NOTE: If you don´t see your mesh loading in the screen, it could be because of the view the file was created with. So you might need to adjust the view angle in fabmodules, but to know if you have the right view, since the top and bottom view look the same in the mesh, you will need to calculate it. If you only see a flat image, you might be looking at the mold from under.

You select Roland Mill in as the Output Format. For the process, we are going to do first a Rough Cut in which the machine does a first pass removing material from the outside to the inside, layer by layer with a 50% overlaps.



We will need to create another file for a Finish Cut, that is a two pass more detailed horizontal and vertical removal, with a 90% overlaps.



The drill we use for this is a 1/8 inch drill (3.175mm), and you could also change the drill between this to do the rough cut with a flat one and the finish cut with a round one if you want more detail.

In my case, since my object didn't needed that much detail, I did it all with a flat one.


- Set units to 25.4 (relation between mm and inch).

- Change the view angle if needed.

- Scale the mesh to 1.

- Set the resolution to 400dpi if your mold does not need much detail.



- Select SRM-20 as the machine.

- Set speed to 20.

- Set the Z axis move to home to high above the border of your mold, instead you have done a leveling of the mold first.

NOTE: Molds are higher in the outer walls than in the middle, you could do a leveling by sending a flat file to mill to correct this, or mill in the middle, checking carefully that no wall is going to hit the drill while it moves.



- Set tool diameter to 3.17mm (1/8 inch).

- Change tool overlap depending of the quality wanted. This setting changes from 50% in rough cut to 90% in finish cut.


5 - 3D Printed Mold:

I also created a 3D Printed version of my mold to check the difference in quality with each process. For this I created a mold containing the piece I wanted to cast.

- I used a 0.4 Noozle.
- A resolution of 0.2.
- And an Infill of 10%.
- Printed in PLA.
- In a Creality Ender 3 Pro.

6 - Silicon Mold:

Process of silicon mixing and molding.

For the Silicon Mold I used the Easyl 940-FDA -Silicona Alimentaria which comes in two different pots that you have to mix in equal parts of 1-1. You should always check for the datasheet to see the specifications of the mix, because it could be in a proportion of volume or weight. In the datasheet you can also see the whole process of preparation and the indications you should have in mind.

To measure the amount of silicon needed, a good tip was to fill the mold with water, and pour it into a measuring container to check the volume. That will be the volume needed of silicon (half of the volume of each one of the mixes).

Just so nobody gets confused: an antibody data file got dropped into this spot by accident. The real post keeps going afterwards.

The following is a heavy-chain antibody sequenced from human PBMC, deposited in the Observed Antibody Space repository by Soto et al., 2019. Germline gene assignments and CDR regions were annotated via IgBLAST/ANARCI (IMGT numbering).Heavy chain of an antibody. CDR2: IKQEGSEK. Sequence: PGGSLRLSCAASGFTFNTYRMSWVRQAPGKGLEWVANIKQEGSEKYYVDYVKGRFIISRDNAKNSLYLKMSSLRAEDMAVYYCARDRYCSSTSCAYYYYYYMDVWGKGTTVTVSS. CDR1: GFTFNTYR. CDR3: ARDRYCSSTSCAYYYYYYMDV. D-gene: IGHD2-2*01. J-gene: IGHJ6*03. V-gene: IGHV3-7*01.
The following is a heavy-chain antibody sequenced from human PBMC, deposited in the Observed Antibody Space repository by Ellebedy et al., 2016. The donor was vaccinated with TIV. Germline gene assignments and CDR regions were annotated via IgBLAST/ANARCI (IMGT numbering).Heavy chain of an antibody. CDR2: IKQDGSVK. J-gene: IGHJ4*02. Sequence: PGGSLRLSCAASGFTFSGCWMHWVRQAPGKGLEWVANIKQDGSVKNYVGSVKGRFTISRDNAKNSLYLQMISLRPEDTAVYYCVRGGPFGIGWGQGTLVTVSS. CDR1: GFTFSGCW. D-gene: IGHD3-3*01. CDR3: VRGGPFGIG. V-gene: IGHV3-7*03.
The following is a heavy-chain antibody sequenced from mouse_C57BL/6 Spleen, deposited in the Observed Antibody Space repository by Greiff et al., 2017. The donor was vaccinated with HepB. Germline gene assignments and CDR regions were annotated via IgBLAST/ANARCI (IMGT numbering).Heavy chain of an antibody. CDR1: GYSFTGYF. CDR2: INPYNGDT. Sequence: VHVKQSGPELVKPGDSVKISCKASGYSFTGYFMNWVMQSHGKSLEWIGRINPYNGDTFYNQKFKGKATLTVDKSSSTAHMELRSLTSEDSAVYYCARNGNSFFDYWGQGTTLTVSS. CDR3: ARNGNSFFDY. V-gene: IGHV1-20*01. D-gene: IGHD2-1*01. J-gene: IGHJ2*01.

Then you should clean and dry the mold very well, and add some Release Agent in spray. You should do this outside since it is a hard chemical, from a distance of 20 centimeters from the mold, and try not to inhale the spray.

Poor the two parts of the silicon and mix it very well. In the datasheet is specifies the time you have to work with the silicon, which in my case was 30 minutes, and the time it will take to dry and get hard. You could also put it into an oven, but in my case I let it dry for 5 hours and it un-molded pretty well.

7 - Final Result:

After experimenting with the wax and 3D printed molds, I wanted to experiment a bit more so I did the pieces in silicon and added some food colorant to give them color and transparency.

It was risky to cast silicon with silicon, but it worked pretty well. You just need to be sure that you add enough release agent so that it doesn't sticks together, and for the food colorant, I just added one drop and mixed it pretty well before casting it.

Here are some pictures of the final results. I lost my phone with the pictures of the pouring process of the rubber foot, but I'm going to show some pictures of how the final feet look in my box when they are already installed.

I liked a lot the result of the mold made in the 3D printer, since it gave the silicon a pretty nice texture of the layers, actually I could even say that I like more the 3D printed version than the wax one because of this layer textures that it gives to the finished part.

Other considerations taken from Tue's documentation:

- The thicker the walls of the negative mold, the better: leave more spaces from the highest point as well as the edges of the model.
- Make the thinnest thread possible while pouring material, and design the pouring holes and the air vents as big as possible.
- In order to minimize bubbles, pour silicone-upon-silicone, layer-by-layer instead of pouring the mixture all over the surface of the wax mold.
- For casting double-sided objects, harder silicones and casting materials with lower consistency are recommended.


8 - Group Assignment:

For this group assignment, we needed to read the material datasheet and understand it and also trying to cast with different materials and comparing them. In the end, I used the EASYL 940 FDA SILICON for my project, because I wanted this rubbery soft - elastic finish in the rubber feet. Anyway, here is some information about some other materials used.